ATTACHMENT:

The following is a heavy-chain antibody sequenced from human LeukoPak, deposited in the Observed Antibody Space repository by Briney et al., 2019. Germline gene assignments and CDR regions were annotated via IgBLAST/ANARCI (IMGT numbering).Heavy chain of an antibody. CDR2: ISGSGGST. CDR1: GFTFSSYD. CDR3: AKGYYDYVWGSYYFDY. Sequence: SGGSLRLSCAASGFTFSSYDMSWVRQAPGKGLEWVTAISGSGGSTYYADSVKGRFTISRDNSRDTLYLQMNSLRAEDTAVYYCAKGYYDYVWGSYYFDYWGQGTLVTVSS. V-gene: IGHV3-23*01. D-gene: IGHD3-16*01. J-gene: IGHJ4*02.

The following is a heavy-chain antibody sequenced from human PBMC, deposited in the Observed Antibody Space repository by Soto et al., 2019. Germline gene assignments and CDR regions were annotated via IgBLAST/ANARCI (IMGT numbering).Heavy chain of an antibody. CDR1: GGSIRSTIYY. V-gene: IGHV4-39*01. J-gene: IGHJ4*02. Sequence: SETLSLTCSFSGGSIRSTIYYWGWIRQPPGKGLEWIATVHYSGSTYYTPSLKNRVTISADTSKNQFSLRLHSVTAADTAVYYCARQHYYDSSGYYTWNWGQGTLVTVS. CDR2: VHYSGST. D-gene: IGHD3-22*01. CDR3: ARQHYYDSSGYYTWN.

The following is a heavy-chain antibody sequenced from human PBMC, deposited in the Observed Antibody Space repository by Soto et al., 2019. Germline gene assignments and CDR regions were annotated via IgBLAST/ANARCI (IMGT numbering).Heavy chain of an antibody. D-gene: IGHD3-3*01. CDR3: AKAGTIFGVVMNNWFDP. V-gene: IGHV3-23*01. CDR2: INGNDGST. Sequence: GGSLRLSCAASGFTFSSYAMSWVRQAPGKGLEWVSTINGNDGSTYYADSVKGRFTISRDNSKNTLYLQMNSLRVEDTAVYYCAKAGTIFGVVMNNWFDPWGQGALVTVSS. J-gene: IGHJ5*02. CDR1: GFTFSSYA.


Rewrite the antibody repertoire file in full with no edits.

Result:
The following is a heavy-chain antibody sequenced from human LeukoPak, deposited in the Observed Antibody Space repository by Briney et al., 2019. Germline gene assignments and CDR regions were annotated via IgBLAST/ANARCI (IMGT numbering).Heavy chain of an antibody. CDR2: ISGSGGST. CDR1: GFTFSSYD. CDR3: AKGYYDYVWGSYYFDY. Sequence: SGGSLRLSCAASGFTFSSYDMSWVRQAPGKGLEWVTAISGSGGSTYYADSVKGRFTISRDNSRDTLYLQMNSLRAEDTAVYYCAKGYYDYVWGSYYFDYWGQGTLVTVSS. V-gene: IGHV3-23*01. D-gene: IGHD3-16*01. J-gene: IGHJ4*02.

The following is a heavy-chain antibody sequenced from human PBMC, deposited in the Observed Antibody Space repository by Soto et al., 2019. Germline gene assignments and CDR regions were annotated via IgBLAST/ANARCI (IMGT numbering).Heavy chain of an antibody. CDR1: GGSIRSTIYY. V-gene: IGHV4-39*01. J-gene: IGHJ4*02. Sequence: SETLSLTCSFSGGSIRSTIYYWGWIRQPPGKGLEWIATVHYSGSTYYTPSLKNRVTISADTSKNQFSLRLHSVTAADTAVYYCARQHYYDSSGYYTWNWGQGTLVTVS. CDR2: VHYSGST. D-gene: IGHD3-22*01. CDR3: ARQHYYDSSGYYTWN.

The following is a heavy-chain antibody sequenced from human PBMC, deposited in the Observed Antibody Space repository by Soto et al., 2019. Germline gene assignments and CDR regions were annotated via IgBLAST/ANARCI (IMGT numbering).Heavy chain of an antibody. D-gene: IGHD3-3*01. CDR3: AKAGTIFGVVMNNWFDP. V-gene: IGHV3-23*01. CDR2: INGNDGST. Sequence: GGSLRLSCAASGFTFSSYAMSWVRQAPGKGLEWVSTINGNDGSTYYADSVKGRFTISRDNSKNTLYLQMNSLRVEDTAVYYCAKAGTIFGVVMNNWFDPWGQGALVTVSS. J-gene: IGHJ5*02. CDR1: GFTFSSYA.